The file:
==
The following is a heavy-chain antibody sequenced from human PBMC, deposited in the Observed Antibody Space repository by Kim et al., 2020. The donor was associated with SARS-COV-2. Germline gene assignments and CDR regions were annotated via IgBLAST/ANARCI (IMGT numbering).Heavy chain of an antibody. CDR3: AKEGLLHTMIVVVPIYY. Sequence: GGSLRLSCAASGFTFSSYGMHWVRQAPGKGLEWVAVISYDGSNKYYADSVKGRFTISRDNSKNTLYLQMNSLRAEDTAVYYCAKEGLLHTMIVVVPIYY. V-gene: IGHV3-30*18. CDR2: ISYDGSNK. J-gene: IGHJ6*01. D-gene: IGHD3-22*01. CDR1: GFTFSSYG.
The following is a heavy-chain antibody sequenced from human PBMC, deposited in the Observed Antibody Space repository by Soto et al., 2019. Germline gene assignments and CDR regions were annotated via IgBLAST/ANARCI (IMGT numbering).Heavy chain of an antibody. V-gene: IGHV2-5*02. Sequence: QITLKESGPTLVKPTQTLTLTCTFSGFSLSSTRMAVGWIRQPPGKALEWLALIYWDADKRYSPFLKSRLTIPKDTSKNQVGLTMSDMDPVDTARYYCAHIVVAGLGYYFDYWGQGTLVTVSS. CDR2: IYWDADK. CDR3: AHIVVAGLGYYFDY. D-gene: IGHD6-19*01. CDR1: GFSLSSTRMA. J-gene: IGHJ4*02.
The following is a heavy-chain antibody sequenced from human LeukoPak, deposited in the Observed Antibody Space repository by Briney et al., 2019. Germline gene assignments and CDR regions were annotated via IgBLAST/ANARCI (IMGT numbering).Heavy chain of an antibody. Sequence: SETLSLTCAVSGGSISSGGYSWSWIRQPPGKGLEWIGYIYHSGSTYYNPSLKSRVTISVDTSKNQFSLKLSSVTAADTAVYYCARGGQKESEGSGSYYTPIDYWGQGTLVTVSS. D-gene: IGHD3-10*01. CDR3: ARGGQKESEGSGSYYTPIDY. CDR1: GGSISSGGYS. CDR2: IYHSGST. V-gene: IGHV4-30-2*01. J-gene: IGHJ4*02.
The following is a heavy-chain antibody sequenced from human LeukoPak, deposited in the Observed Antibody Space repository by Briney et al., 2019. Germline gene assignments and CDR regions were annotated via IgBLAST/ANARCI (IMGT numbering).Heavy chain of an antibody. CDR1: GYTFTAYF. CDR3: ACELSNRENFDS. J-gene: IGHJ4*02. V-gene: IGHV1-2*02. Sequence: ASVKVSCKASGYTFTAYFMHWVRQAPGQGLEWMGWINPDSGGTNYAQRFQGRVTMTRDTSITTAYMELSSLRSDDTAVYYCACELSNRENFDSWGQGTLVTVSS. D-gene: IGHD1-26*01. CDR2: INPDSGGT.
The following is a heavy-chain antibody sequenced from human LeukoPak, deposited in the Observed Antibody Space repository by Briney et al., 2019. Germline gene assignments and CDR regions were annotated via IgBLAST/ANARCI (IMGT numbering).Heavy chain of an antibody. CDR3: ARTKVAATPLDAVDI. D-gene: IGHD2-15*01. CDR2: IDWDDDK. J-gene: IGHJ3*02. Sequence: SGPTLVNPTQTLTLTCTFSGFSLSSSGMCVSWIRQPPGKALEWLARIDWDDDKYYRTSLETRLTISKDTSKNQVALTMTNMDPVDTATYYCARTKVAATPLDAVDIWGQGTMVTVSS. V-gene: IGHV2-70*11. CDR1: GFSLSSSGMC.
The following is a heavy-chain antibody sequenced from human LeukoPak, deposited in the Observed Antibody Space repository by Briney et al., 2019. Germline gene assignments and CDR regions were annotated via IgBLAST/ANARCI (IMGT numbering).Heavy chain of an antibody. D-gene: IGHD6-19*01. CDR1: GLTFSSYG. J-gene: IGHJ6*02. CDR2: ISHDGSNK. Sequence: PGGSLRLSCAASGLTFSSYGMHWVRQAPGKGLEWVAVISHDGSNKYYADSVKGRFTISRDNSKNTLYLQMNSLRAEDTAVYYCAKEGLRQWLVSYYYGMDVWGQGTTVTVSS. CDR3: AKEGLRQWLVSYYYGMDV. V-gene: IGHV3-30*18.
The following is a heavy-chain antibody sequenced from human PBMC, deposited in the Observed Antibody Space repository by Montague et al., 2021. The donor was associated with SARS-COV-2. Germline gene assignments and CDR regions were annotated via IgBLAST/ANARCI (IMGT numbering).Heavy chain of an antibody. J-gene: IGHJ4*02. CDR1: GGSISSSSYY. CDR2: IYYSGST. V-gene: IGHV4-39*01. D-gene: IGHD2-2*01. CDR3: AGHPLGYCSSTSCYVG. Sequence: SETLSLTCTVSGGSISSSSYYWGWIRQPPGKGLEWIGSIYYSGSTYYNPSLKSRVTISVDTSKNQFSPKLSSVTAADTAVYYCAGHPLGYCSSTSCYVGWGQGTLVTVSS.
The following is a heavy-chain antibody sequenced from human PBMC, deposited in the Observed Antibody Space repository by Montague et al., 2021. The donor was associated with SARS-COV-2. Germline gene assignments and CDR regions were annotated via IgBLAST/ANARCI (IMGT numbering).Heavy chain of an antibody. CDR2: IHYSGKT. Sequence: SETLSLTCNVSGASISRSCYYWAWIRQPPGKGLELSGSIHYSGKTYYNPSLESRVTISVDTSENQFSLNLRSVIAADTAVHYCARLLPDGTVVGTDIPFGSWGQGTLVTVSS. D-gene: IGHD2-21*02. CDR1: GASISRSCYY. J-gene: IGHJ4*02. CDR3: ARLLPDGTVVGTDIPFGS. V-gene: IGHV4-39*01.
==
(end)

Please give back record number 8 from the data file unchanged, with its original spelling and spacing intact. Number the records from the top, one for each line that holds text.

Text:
The following is a heavy-chain antibody sequenced from human PBMC, deposited in the Observed Antibody Space repository by Montague et al., 2021. The donor was associated with SARS-COV-2. Germline gene assignments and CDR regions were annotated via IgBLAST/ANARCI (IMGT numbering).Heavy chain of an antibody. CDR2: IHYSGKT. Sequence: SETLSLTCNVSGASISRSCYYWAWIRQPPGKGLELSGSIHYSGKTYYNPSLESRVTISVDTSENQFSLNLRSVIAADTAVHYCARLLPDGTVVGTDIPFGSWGQGTLVTVSS. D-gene: IGHD2-21*02. CDR1: GASISRSCYY. J-gene: IGHJ4*02. CDR3: ARLLPDGTVVGTDIPFGS. V-gene: IGHV4-39*01.